-- The Rose Above The Sky --
August 1979. Ottawa.

Found on:

Humans (1980)

Rumours of Glory (1985) [compilation album]

Something jewelled slips away
Round the next bend with a splash
Laughing at the hands I hold out
Only air within their grasp
All you can do is praise the razor
For the fineness of the slash

'Til the Rose above the sky
And the light behind the sun
Takes all

Gutless arrogance and rage
Burn apart the best of tries
You carry the weight of inherited sorrow
From your first day till you die
Toward that hilltop where the road
Forever becomes one with the sky

'Til the Rose above the sky
And the light behind the sun
Takes all

Ozone on the midnight wind
Got me thinking of the sea
And the mercies of the currents that brought
Me to you and you to me
And in the silence at the heart of things
Where all true meetings come to be

I see the Rose above the sky
And the light behind the sun
Takes all

Known comments by Bruce Cockburn about this song, by date:

  • Circa 1981 - Commenting on the background of the songs on Humans:
    "It's been a heavy year personally. I was on tour in Italy and Japan and Canada, and travelling like that is always very intense. On top of that, my wife and I separated. Two of the songs, How I Spent My Fall Vacation and Tokyo, are basically impressions of my travels. Three songs - You Get Bigger as You Go, What About the Bond and Fascist Architecture - deal specifically with the separation. But I think enough people go through stuff like that, so the songs have a fairly universal application. The whole album deals with a lot of pain and death - a lot of the ugliness that I've encountered around me. But I hope it comes across that even in the face of it, there's still ground for hope. Songs like Rumours of Glory and The Rose Above the Sky are about moving from downness into something that opens up, although what that something is is not really spelled out."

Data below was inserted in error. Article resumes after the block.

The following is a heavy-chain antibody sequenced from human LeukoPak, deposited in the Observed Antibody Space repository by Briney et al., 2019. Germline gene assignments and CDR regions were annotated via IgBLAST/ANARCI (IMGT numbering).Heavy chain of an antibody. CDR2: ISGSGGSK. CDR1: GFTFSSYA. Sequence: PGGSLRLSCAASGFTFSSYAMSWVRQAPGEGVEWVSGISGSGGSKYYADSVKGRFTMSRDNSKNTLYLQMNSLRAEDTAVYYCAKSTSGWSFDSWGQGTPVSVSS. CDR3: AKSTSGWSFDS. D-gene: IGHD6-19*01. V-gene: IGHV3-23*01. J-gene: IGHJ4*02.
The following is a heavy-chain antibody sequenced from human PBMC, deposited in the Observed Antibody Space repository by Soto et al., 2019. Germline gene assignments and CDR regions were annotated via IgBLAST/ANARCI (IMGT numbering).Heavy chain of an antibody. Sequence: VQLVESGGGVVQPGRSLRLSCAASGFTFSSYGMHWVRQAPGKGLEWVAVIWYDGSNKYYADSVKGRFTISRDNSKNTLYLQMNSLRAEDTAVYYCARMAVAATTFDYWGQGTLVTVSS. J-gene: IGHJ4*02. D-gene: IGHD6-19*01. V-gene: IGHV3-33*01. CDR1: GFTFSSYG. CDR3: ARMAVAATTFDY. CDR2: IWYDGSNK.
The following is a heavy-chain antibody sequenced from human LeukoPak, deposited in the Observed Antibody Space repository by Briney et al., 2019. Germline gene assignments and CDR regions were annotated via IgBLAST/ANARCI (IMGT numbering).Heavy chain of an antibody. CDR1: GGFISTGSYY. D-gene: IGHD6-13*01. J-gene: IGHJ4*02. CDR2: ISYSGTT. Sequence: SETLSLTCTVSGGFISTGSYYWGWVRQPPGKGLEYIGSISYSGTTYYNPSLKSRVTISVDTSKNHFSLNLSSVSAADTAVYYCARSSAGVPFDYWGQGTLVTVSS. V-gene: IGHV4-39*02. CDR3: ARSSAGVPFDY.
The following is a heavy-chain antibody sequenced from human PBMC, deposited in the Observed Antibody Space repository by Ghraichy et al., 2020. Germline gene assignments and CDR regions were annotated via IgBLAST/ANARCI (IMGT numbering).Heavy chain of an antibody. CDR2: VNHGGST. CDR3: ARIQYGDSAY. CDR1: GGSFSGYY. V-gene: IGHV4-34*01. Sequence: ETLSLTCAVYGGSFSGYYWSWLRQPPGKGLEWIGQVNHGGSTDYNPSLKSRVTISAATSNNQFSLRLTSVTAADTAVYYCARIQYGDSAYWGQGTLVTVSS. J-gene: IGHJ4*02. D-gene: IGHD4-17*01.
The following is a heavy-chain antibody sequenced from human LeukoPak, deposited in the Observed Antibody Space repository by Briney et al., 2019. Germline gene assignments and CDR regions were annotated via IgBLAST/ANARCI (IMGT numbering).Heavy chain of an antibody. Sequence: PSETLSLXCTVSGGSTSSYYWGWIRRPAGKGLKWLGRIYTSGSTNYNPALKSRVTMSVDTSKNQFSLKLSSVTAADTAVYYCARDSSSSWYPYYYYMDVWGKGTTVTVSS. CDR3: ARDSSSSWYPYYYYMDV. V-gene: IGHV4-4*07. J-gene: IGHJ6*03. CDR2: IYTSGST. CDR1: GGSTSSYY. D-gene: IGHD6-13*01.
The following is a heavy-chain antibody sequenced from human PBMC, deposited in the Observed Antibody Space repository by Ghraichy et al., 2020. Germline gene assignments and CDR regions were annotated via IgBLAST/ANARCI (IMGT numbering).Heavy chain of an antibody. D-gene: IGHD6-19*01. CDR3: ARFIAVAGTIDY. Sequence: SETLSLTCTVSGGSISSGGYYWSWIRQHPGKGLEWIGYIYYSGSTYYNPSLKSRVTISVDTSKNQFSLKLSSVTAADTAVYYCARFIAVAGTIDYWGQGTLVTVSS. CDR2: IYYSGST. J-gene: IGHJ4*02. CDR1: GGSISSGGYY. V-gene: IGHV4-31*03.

[....he continues, later in the interview....]

    "A lot of the songs on Humans came out of my realization that I needed other people," he says, smiling. "I've always been a loner and kept a distance between myself and even those I've regarded as friends. But all of a sudden when I was getting kicked around and battered, all these people were right there - they came through in a way I never would have expected."

    -- from "Bruce Cockburn's Quiet Optimism", High Fidelity, 1981, by Stephen Holden.

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    This page is part of The Cockburn Project, a unique website that exists to document the work of Canadian singer-songwriter and musician Bruce Cockburn. The Project archives self-commentary by Cockburn on his songs and music, and supplements this core part of the website with news, tour dates, and other current information.